Books by State: Maryland

The Invisible Husband of Frick Island by [Colleen Oakley]
The Invisible Husband of Frick Island by Colleen Oakley

“Piper Parrish’s life on Frick Island—a tiny, remote town smack in the middle of the Chesapeake Bay—is nearly perfect. Well, aside from one pesky detail: Her darling husband, Tom, is dead. When Tom’s crab boat capsized and his body wasn’t recovered, Piper, rocked to the core, did a most peculiar thing: carried on as if her husband was not only still alive, but right there beside her, cooking him breakfast, walking him to the docks each morning, meeting him for their standard Friday night dinner date at the One-Eyed Crab. And what were the townspeople to do but go along with their beloved widowed Piper?
 
Anders Caldwell’s career is not going well. A young ambitious journalist, he’d rather hoped he’d be a national award-winning podcaster by now, rather than writing fluff pieces for a small town newspaper. But when he gets an assignment to travel to the remote Frick Island and cover their boring annual Cake Walk fundraiser, he stumbles upon a much more fascinating tale: an entire town pretending to see and interact with a man who does not actually exist. Determined it’s the career-making story he’s been needing for his podcast, Anders returns to the island to begin covert research and spend more time with the enigmatic Piper—but he has no idea out of all the lives he’s about to upend, it’s his that will change the most.” – Amazon’s Summary

This was an absolute delight to read, truly a lovely story! A story about loss, love, community, and finding out what truly matters. It reminded me of the movie Lars and the Real Girl with Ryan Gosling. If you’ve never seen that movie before and you like this book, I’d recommend giving it a watch! They are both, at their core, about communities/families coming together to give support to the member who needs it most with no judgement – only care and understanding.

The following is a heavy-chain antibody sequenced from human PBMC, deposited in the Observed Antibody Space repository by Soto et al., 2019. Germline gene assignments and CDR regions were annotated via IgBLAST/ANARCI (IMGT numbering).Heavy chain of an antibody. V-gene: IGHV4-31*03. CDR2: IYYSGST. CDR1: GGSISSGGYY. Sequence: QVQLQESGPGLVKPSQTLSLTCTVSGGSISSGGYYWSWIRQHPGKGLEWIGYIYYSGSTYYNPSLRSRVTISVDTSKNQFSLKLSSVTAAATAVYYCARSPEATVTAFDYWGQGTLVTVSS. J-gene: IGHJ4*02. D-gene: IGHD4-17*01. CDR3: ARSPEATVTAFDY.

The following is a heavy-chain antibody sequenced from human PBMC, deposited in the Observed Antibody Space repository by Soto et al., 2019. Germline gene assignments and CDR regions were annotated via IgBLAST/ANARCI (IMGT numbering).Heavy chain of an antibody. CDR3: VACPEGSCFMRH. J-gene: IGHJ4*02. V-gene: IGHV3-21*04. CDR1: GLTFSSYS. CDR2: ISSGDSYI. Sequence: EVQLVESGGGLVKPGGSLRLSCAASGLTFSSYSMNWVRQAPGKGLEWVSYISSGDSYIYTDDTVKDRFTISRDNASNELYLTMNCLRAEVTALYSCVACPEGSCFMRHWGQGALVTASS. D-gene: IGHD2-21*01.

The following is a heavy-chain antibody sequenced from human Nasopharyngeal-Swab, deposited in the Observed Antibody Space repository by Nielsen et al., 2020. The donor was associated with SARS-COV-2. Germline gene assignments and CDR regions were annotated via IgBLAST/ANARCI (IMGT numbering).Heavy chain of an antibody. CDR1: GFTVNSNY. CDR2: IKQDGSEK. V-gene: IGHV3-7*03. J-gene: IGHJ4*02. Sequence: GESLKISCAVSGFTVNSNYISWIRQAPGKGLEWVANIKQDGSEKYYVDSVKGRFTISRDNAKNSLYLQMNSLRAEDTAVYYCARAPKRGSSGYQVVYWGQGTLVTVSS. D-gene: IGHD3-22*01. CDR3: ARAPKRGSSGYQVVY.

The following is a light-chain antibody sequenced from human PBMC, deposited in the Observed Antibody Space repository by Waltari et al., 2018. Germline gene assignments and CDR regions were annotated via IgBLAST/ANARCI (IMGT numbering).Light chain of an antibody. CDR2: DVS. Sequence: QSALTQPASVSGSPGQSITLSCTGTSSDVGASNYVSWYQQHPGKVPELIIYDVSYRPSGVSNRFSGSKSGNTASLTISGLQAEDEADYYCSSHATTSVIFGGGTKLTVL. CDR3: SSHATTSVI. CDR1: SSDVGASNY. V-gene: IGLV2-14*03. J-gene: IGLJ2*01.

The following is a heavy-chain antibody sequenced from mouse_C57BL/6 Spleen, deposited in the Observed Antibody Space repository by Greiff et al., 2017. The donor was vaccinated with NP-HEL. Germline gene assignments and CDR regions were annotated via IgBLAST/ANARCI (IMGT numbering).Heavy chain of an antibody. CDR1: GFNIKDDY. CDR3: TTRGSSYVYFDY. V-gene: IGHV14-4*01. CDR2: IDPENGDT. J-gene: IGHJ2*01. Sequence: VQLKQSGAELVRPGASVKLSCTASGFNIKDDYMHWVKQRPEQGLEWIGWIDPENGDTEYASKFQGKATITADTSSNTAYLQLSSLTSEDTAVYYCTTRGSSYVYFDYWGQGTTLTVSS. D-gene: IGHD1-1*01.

The Invisible Husband of Frick Island had several twists that led you to different possibilities surrounding Tom’s disappearance, Piper’s apparent psychological break, and the community’s ease at going along with it. Frick Island proves to be full of secrets, and Anders is the one who (exhaustingly) digs them all out to the surface. Anders’ motives are a familiar mix of selfish and altruistic. I think we have all had conflict between ambition and morals, so I never felt like how he went about his research was particularly malevolent. At his core, Anders is a good guy who makes blundering mistakes. Piper is not free of mistakes either, so it all evens out I believe.

Overall, I’d say this book is equal parts heart-warming and heart-wrenching. It’s a story of hope and human resilience. And all the quirky characters of Frick Island will make their way into your heart just as they did with Anders.

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